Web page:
Today (November 17), if he were still alive, would have been Jeff Buckley’s 50th birthday. We didn’t get to see him fulfil his rich promise but over an all too brief period he still managed to leave us with a series of gorgeous songs and performances, some of which – his cover of Leonard Cohen’s ‘Hallelujah’, the gliding lover’s cry of ‘Last Goodbye’ – have woven themselves deeply into rock’s fabric.
Most of Buckley’s output has since been endlessly picked over and repackaged, but some songs still drift under the radar. In tribute to a still-missed artist, here’s our selection of his best lesser-known tracks.
‘The Boy With The Thorn In His Side’
Staying faithful to Johnny Marr’s none-brighter jangle, Buckley can’t help but create a lovelier impression than Morrissey. He inhabits the song – but never recorded it.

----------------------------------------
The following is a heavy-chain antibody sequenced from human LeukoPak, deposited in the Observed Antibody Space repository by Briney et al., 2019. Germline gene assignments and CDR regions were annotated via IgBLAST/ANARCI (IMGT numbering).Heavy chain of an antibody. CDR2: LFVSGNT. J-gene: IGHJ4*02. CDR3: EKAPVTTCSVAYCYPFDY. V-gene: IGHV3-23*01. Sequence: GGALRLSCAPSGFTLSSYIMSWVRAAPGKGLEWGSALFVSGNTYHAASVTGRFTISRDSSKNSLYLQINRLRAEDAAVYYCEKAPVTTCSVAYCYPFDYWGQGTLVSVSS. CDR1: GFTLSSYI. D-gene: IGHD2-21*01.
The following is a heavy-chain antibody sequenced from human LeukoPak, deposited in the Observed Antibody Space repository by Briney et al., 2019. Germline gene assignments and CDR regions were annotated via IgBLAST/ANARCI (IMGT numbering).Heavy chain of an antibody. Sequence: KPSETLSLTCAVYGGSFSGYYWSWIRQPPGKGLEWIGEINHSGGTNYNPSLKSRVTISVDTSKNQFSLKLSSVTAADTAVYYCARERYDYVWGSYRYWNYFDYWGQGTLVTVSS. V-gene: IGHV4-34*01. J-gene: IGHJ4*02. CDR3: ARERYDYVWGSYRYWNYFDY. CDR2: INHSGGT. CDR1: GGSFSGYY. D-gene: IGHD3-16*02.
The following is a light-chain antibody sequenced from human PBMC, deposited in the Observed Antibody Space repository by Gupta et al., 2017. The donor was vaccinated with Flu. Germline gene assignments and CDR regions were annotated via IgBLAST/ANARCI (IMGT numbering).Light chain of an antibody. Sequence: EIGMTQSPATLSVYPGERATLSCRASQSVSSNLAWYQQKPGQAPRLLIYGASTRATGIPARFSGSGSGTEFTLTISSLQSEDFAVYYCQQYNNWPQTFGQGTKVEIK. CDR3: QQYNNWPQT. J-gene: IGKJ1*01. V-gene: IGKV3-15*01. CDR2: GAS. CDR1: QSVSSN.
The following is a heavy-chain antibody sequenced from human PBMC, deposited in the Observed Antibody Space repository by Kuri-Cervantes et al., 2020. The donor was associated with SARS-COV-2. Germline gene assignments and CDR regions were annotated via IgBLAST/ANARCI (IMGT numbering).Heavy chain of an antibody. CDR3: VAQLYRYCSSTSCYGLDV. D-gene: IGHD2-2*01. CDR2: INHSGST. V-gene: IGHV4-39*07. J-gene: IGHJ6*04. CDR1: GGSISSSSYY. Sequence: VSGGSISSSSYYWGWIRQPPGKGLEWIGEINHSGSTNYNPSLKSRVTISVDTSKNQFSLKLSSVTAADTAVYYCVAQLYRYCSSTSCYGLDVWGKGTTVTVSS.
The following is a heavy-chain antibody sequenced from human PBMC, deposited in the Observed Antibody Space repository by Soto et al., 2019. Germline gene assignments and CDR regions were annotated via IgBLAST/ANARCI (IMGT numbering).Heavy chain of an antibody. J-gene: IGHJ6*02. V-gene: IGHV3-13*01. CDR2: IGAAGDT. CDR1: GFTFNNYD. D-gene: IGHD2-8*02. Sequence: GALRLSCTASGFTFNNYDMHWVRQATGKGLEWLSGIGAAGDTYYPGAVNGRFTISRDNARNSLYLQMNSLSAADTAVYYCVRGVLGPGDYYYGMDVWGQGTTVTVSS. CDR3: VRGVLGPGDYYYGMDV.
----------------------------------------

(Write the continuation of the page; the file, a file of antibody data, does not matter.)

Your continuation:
Originally tucked away on posthumous release ‘Sketches For My Sweetheart The Drunk’, ‘Morning Theft’ is a slowly building beauty about friendship – or something more – squandered.
This is a cover of a song by French composers Raymond Asso and Marguerite Monnot, sung half in English half in French, with a spot-on accent from Buckley. Recorded live at New York’s Sin-é venue, it trills like a music box.
Another Smiths cover, its pathos writ large in an extended intro and sullen vocal, this originally featured on live album ‘Mystery White Boy’ in a medley with ‘Hallelujah’.
‘Satisfied Mind’ started life as a Billboard country chart No.1 for sometime Dolly Parton collaborator Porter Wagoner in 1955, but Buckley takes it in a bluesier direction, giving it some rattle and roll over gently picked guitar.
If there are other Jeff Buckley rarities that mean more to you, or deserve a wider audience, let us know.